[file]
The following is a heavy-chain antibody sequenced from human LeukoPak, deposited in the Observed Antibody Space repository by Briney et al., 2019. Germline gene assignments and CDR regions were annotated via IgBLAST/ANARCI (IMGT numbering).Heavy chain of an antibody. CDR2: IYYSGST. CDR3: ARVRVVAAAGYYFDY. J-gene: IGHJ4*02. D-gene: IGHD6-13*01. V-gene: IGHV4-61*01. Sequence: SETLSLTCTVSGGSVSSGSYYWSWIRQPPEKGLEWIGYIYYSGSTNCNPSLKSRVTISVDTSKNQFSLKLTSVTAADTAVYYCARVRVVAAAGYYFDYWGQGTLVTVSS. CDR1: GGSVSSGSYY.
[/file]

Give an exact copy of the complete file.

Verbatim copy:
The following is a heavy-chain antibody sequenced from human LeukoPak, deposited in the Observed Antibody Space repository by Briney et al., 2019. Germline gene assignments and CDR regions were annotated via IgBLAST/ANARCI (IMGT numbering).Heavy chain of an antibody. CDR2: IYYSGST. CDR3: ARVRVVAAAGYYFDY. J-gene: IGHJ4*02. D-gene: IGHD6-13*01. V-gene: IGHV4-61*01. Sequence: SETLSLTCTVSGGSVSSGSYYWSWIRQPPEKGLEWIGYIYYSGSTNCNPSLKSRVTISVDTSKNQFSLKLTSVTAADTAVYYCARVRVVAAAGYYFDYWGQGTLVTVSS. CDR1: GGSVSSGSYY.